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When Citi recently announced changes (both good and bad) coming to the Citi Prestige, I wasn’t super thrilled with the annual fee increase. But I planned to keep the card because its airport lounge access, which includes 2 guests or immediate family (spouse / domestic partner and children under 18), would stay intact.
See, I usually travel with my 3 kids. And other cards, like the Chase Sapphire Reserve and The Platinum Card® from American Express, come with Priority Pass Select airport lounge memberships that limit visits to yourself and 2 guests – whether they’re family or not. That’s a no-go for us.
But now I’m re-thinking my decision to hang on to the Citi Prestige and considering a different strategy. And it involves – I can’t believe I’m actually uttering these words – getting rid of my beloved Chase Sapphire Preferred Card.
Don’t worry, there’s a method to my madness. I’ll explain!
Why I’m Considering Shifting My Airport Lounge Access Strategy
Link: Citi Prestige Changes
Getting to enjoy free food, drinks, Wi-Fi, and a quiet place to relax has made my family’s travels much more comfortable. We’ve saved hundreds on expensive airport meals and had an overall more civilized experience thanks to having a card with airport lounge access – in our case, the Citi Prestige (which will be available to new applicants again in January 2019).
But now the Citi Prestige is getting an overhaul. There are good changes, like improved 5X points earning on dining and airfare, expansion of the annual $250 credit to include all travel purchases (formerly just airfare), and the addition of cell phone insurance. Team member Harlan shared why these positive tweaks will have him moving the Citi Prestige to the top of his wallet.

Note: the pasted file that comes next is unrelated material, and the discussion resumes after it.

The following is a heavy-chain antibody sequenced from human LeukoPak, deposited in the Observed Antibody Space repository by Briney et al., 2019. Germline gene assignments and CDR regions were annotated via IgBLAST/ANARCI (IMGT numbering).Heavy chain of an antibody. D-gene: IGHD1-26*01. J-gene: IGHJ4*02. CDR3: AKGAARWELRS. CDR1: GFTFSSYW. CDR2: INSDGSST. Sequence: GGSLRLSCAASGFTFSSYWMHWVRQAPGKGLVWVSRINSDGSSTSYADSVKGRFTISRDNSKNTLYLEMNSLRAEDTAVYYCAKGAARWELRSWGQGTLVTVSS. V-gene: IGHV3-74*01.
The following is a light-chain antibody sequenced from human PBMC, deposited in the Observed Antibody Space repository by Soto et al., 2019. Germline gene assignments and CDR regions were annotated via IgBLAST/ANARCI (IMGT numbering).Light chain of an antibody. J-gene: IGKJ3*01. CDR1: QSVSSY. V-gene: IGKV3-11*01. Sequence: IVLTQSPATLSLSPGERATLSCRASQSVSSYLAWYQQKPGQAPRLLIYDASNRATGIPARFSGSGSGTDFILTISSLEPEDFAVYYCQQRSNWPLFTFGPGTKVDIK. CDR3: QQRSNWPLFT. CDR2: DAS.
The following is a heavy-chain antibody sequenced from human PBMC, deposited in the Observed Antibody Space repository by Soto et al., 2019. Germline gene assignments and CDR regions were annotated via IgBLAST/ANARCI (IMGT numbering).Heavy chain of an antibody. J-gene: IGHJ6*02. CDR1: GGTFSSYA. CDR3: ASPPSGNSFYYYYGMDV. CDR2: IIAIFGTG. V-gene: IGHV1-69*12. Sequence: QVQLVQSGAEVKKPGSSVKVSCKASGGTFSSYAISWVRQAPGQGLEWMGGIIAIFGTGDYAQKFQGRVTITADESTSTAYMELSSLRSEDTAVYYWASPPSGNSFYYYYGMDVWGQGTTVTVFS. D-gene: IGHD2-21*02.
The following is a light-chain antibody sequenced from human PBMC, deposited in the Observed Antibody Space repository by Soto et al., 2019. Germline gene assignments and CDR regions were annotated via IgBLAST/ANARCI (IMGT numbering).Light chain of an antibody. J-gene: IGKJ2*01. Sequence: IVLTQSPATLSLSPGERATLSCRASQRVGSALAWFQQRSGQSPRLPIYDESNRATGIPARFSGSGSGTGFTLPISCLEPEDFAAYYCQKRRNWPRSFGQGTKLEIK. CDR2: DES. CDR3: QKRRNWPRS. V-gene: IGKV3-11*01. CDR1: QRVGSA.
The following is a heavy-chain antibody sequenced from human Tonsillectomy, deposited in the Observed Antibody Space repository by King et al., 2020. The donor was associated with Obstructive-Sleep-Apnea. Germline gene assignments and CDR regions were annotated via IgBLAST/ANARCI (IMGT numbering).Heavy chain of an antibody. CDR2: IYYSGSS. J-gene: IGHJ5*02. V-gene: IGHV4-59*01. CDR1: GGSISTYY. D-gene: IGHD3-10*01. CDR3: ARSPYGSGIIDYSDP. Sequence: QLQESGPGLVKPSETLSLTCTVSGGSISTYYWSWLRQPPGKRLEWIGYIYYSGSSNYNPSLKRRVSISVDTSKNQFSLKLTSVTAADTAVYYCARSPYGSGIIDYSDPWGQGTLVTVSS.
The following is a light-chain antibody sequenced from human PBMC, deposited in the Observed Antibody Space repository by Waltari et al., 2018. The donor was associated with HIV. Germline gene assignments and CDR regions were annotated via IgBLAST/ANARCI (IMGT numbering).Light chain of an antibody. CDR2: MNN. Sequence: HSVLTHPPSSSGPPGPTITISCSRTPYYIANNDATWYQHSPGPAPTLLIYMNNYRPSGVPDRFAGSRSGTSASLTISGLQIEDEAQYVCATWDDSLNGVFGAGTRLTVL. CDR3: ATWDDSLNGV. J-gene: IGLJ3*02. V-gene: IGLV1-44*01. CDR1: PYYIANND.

That said, it’s not all sunshine and roses. The annual fee is going up to $495 from $450, you’ll no longer be able to redeem Citi ThankYou points for 1.25 cents apiece through the Citi Travel portal, and 4th night free bookings are being throttled back to twice a year and limited to Citi ThankYou portal bookings, which don’t earn hotel points, elite credits, or elite status recognition (in most cases). My colleague Joseph detailed why these changes are enough to make the card not worth it for him anymore.
My first reaction to the changes was that I’d keep the Citi Prestige, primarily for the ability to take the whole family into lounges. But the steeper new annual fee is hard to swallow, and I probably won’t get as much use out of the 4th night free perk going forward. So I’ve come up with a workaround that will save money and still get my family the same benefits.
The Chase Sapphire Reserve Is the Answer to My Airport Lounge Conundrum
Apply Here: Chase Sapphire Reserve
I’ve held the Chase Sapphire Preferred for ~6 years – it’s still the #1 card I recommend to friends and family starting out with miles and points. And I’ve happily paid the $95 annual fee (which is waived the first year) over and over because of its excellent Chase Ultimate Rewards points earning and benefits.
But for my strategy to go forward, I’ll have to downgrade (preferable so I can keep the credit history) or cancel the Chase Sapphire Preferred, wait a couple of months, then apply for the Chase Sapphire Reserve. I’m eligible for the bonus on the Sapphire Reserve, too, because it’s been more than 48 months since I earned the bonus on the Sapphire Preferred and I’m below 5/24.